How fixing power quality can reduce food waste
by Darcy Simonis, vice president, Food and Beverage, ABB
In today's continuous production cycles, disruptions from low power quality can cause machinery to shut down. The solution: Fix the power quality and reduce food waste
Food and beverage manufacturing is becoming a 24-hour production cycle. Because of this, production lines are now heavily automated; however, this increased reliance on sophisticated automation is making power quality issues more impactful, especially when it comes to food waste. But by controlling power quality plants can reduce food waste in an increasingly continuous production cycle.
Food is delicate. Therefore, even slight power disruptions, from the grid, that interrupt production processes can lead to a lot of food wastage. Disruption of machines in food production and refrigeration can mean large quantities of food being burnt, spoiled or contaminated, meaning that, due to stringent health and safety regulations, must then be discarded. This can escalate fast in a continuous production system because if even one piece of equipment goes out of sync, and is not caught quickly, large quantity of products will go to waste.
Disruptions from low power quality can cause machinery to shut down in an unsafe manner. Low power quality is when power supplies are disrupted and no longer power machinery properly, such as voltage drops. These are sudden increases in current that cause voltage to drop over the impedance of a supply network, causing the voltage to vary. These voltage drops result in damage to machinery that may require parts to be replaced or can lead to severe health and safety issues.
For example, if a conveyor was to break down while feeding bread through an oven, it could lead to the loaves igniting, which would not only cause severe damage to the conveyor belt and oven, but the fire could then spread putting the whole plant at risk. Improper shutdowns for smart-machines can also damage internal systems, scrambling the data and leading to faults and loss of precision.
The effects of power disruptions are also financial. The Pan-European Power Quality Survey reports that annual losses from power quality issues may amount to 4% of business turnover. This is set to grow as more processes become automated leading to power disruptions having larger effects on operations.
Food manufacturers understand that reducing food waste is a key method for creating a strong operation. The main way to reduce food waste is to have good control over processes. However, modern methods of increasing control through software and improved monitoring cannot have the desired effect if they are damaged through grid disruptions. As such, plant power quality should be closely monitored to prevent any unexpected interruptions.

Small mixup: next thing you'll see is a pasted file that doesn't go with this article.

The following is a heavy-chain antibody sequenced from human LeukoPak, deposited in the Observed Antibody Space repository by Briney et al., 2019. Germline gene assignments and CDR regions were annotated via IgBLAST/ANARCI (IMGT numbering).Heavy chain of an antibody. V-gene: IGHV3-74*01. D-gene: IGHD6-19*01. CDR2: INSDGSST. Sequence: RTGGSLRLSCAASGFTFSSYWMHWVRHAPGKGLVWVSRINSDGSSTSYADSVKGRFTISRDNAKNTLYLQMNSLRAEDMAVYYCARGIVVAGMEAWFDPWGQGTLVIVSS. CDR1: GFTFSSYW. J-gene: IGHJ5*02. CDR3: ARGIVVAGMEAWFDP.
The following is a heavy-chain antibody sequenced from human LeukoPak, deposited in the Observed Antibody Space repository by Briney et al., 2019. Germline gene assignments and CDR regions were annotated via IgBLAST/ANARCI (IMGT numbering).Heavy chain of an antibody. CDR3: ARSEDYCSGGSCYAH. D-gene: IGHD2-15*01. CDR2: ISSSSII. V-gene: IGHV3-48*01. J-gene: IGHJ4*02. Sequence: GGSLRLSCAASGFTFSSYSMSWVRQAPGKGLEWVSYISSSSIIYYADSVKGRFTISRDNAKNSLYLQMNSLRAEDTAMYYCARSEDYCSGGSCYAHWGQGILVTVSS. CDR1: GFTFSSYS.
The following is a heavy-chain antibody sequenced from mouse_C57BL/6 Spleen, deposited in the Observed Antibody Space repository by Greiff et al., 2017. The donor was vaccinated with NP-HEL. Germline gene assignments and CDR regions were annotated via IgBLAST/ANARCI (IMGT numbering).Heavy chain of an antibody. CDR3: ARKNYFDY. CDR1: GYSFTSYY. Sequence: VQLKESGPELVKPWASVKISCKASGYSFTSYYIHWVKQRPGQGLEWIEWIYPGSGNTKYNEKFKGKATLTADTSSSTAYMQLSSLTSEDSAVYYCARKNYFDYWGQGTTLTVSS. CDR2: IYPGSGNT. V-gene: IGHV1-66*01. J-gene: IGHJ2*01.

Research shows that over 90% of power quality issues that lead to industrial equipment malfunctions are voltage sags. These happen when the RMS voltage decreases between 10% and 90% of nominal voltage for up to one minute. Voltage sags are generally caused by weather events such as high winds, heavy rain or snow build-up, but can also be triggered by traffic accidents and construction works. These sags can cause short circuits and overloads.
Businesses, sadly, cannot influence the weather or external works and must rely on other methods to protect equipment. Active voltage conditioners, such as ABB’s PCS100 AVC range, can sense power disruptions, such as voltage sags, and perform corrective measure returning the voltage to nominal levels. This will allow for undisrupted production reducing unwanted downtime and eradicating food wastage caused by system faults.
If an unprotected bottling plant for soft drinks were hit by power disruptions this could cause large losses through, for example, misalignment of injector and bottles. Formulas for soft drinks are also very delicate and loss of precision could mean that ingredient amounts could become skewed altering the taste of the product. By installing active voltage conditioners plant managers can rest assured knowing that these delicate processes are protected.
As food and beverage production becomes a 24-hour process, manufacturers need to take greater precautions to ensure both their equipment and staff remain safe while reducing food waste. Best bets are to protect power quality and, in so doing, minimize issues and ensure your plant remains operational, whatever the weather.
Darcy Simonis is vice president for ABB’s Food and Beverage segment.